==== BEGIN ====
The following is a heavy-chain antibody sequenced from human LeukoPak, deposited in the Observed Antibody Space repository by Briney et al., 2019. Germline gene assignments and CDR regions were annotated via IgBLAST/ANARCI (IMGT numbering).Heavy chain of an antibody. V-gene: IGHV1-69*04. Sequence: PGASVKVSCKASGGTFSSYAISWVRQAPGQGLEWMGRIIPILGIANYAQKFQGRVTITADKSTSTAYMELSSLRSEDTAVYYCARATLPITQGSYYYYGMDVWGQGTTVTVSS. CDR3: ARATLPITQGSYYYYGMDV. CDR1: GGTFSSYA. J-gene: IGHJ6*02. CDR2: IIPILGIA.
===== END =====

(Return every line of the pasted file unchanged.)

The following is a heavy-chain antibody sequenced from human LeukoPak, deposited in the Observed Antibody Space repository by Briney et al., 2019. Germline gene assignments and CDR regions were annotated via IgBLAST/ANARCI (IMGT numbering).Heavy chain of an antibody. V-gene: IGHV1-69*04. Sequence: PGASVKVSCKASGGTFSSYAISWVRQAPGQGLEWMGRIIPILGIANYAQKFQGRVTITADKSTSTAYMELSSLRSEDTAVYYCARATLPITQGSYYYYGMDVWGQGTTVTVSS. CDR3: ARATLPITQGSYYYYGMDV. CDR1: GGTFSSYA. J-gene: IGHJ6*02. CDR2: IIPILGIA.